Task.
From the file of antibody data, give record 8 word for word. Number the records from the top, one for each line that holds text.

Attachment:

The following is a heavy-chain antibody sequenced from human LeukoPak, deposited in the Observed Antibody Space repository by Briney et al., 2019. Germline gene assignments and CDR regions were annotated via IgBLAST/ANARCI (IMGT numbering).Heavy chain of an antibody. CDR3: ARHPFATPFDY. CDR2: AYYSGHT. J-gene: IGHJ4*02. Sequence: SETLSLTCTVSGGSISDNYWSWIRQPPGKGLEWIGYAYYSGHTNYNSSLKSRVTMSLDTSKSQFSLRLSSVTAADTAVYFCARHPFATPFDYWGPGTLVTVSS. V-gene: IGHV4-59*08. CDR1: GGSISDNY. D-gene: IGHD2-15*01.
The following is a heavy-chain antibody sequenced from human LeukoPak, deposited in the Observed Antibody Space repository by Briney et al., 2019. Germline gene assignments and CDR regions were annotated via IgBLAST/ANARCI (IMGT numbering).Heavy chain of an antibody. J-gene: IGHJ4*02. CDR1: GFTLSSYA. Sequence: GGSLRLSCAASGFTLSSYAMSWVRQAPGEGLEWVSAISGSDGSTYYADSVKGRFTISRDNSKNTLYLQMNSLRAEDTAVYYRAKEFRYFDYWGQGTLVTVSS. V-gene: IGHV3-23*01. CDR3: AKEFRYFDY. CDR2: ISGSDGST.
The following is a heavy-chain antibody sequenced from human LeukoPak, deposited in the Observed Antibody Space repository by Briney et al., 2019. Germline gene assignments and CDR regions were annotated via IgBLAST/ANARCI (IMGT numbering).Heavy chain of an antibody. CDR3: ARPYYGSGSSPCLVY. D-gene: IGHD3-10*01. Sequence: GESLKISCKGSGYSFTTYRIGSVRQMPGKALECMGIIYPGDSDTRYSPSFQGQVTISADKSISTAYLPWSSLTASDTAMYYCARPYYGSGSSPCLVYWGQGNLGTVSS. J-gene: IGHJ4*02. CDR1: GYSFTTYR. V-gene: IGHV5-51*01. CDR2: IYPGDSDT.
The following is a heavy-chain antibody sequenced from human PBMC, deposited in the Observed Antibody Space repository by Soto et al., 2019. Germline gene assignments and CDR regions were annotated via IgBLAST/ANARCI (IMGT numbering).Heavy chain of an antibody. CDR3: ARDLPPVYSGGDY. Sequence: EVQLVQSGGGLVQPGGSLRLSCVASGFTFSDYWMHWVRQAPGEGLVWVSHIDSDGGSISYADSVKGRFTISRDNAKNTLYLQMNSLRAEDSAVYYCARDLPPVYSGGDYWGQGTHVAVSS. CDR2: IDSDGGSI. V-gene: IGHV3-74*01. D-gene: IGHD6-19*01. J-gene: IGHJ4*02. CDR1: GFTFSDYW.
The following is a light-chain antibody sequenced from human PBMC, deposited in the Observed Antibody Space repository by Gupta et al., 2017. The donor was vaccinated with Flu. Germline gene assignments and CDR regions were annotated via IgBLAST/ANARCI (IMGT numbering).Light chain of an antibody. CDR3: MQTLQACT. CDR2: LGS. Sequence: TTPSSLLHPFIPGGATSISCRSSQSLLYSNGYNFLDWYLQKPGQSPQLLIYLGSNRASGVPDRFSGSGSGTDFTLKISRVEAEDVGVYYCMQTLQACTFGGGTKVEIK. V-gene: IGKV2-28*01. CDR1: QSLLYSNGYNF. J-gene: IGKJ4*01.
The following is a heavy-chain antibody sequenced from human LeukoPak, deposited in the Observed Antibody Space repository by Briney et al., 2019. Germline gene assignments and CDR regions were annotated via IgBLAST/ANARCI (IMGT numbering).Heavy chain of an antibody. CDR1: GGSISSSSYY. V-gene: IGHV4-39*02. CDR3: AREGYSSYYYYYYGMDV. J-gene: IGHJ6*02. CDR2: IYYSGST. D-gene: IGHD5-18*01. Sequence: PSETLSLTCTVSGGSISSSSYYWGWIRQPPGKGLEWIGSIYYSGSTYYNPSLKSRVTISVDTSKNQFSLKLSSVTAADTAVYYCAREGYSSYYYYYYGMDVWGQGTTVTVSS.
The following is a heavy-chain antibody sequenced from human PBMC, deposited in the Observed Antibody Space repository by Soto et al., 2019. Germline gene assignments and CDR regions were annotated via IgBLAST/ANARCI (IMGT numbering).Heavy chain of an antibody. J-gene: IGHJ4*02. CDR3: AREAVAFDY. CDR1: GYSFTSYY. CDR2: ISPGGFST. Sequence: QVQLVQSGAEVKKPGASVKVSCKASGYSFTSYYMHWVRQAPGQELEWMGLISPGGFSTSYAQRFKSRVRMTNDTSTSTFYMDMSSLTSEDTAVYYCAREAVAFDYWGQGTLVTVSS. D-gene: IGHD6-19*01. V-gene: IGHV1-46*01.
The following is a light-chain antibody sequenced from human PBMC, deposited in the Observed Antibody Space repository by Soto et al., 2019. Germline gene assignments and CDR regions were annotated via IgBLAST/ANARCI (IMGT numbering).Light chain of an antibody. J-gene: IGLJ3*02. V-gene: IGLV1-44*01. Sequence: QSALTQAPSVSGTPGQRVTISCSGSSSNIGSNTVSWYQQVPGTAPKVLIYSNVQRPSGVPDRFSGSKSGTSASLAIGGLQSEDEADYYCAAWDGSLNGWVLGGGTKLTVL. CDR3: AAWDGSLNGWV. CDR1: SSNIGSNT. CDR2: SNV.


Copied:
The following is a light-chain antibody sequenced from human PBMC, deposited in the Observed Antibody Space repository by Soto et al., 2019. Germline gene assignments and CDR regions were annotated via IgBLAST/ANARCI (IMGT numbering).Light chain of an antibody. J-gene: IGLJ3*02. V-gene: IGLV1-44*01. Sequence: QSALTQAPSVSGTPGQRVTISCSGSSSNIGSNTVSWYQQVPGTAPKVLIYSNVQRPSGVPDRFSGSKSGTSASLAIGGLQSEDEADYYCAAWDGSLNGWVLGGGTKLTVL. CDR3: AAWDGSLNGWV. CDR1: SSNIGSNT. CDR2: SNV.